Wednesday, February 28, 2018

What I Learned from Taco Bell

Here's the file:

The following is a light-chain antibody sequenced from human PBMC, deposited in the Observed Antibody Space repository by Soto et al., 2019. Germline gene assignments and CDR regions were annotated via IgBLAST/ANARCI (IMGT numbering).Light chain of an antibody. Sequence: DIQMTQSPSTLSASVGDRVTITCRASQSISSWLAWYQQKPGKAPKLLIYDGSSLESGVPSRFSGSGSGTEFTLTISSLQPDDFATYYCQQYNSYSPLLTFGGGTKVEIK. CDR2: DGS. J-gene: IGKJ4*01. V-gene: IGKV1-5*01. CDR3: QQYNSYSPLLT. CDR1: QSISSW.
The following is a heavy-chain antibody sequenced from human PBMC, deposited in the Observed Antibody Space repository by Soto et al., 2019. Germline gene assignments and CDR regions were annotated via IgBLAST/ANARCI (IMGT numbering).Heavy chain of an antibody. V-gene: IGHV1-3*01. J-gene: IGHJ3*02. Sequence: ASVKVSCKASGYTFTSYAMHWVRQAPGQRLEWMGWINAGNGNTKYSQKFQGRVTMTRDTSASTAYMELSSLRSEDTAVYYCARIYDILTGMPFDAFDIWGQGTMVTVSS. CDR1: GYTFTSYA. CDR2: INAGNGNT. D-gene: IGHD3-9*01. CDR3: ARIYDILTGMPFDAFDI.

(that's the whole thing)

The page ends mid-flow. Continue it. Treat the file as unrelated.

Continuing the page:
“A wise man will hear and increase in learning, and a man of understanding will acquire wise counsel”- Prov. 1:5 The summer after my freshman year in high school, I worked at the Taco Bell restaurant in south Fort Worth. I’m still not exactly sure why I got that job. My brothers were all working that summer and I copied everything they did. It was a tough experience for sure, but I learned valuable life lessons that only that time at Taco Bell could teach me. The Lord wants to use every experience to teach us. Every season has lessons to be learned, if we’re teachable. 1. It’s scary to step out- There weren’t a lot of places that were hiring that summer. As I called through the classified ads in the paper, I came upon Taco Bell. I called and interviewed and they hired me. Years later, my parents confessed that they were concerned about me working on the “south side” of Fort Worth. I was concerned as well. But they let me step out and risk. They let me go. They let me begin learning how to depend on the Lord. As the youngest child, I needed to learn to walk on my own two feet on my own path. It was a little risky for sure, but there is no progress without risk. 2. Road blocks are a part of the journey- Being new on the job, I got the worst hours. I worked weekends, 5:00pm until closing at 11:00pm. Those were crazy times to be selling Tacos on the south side of town. Naive Joey made some poor decisions for sure. An older teenage co-worker asked to borrow my ’69 Camero one night after his shift and I said “sure.” He took my car with friends and smoked pot in the car. It reeked when I took it home. My dad had a firm talk with me about boundaries. 3. You can’t judge a book by its cover- My fellow co-workers were a crazy mix of young and old, of men and women, of multiple races and a variety of perspectives on life. In the back of the store, I heard a lot of interesting perspectives and philosophies on life. Honestly, some of the most “downtrodden” looking people were the most sincere and honest. Sometimes it was the educated good-looking people who cheated on their time cards. 4. We pay a price for our adventures- I think I made a whopping $1.60 an hour working at Taco Bell in 1973. Yes, I made money and a dollar went a longer way back then. A stamp cost 8 cents, gas was 65 cents a gallon, and you could buy a nice car for $3000 and a nice house for 47K. I worked long hard hours late at night but made very little money. I gave up free time with my friends but the experience was life changing. It was my first experience actually working for someone. I felt a sense of pride when I drove home at night. 5. Don’t eat too many Taco’s- To this day, I don’t get real excited about eating at Taco Bell. We had access to all of the menu items during breaks (or at least we took free rein) and we ate and ate and ate some more. Chips and tacos and Enchiritos became my summertime staple diet. As they say, “too much of a good thing” can be a hindrance. I was definitely hindered that summer. Thank you Taco Bell for teaching me even more than I probably realize. Moms and dads, let your kids take risks. Don’t micro-manage their adventures. Let them stretch and try new things. Let them fail. Let them succeed. Let it be their doing. Let them reach out and try new jobs and sports and activities. Yes, be the parent and steer them away from damaging circumstances, but let them grow up. Let them experience independence as they “branch out” and continued dependence as they lean on the Lord. Let them venture into circumstances to learn life lessons. They will grow and be nourished… …even eating taco’s. By Eric Joseph Staples ©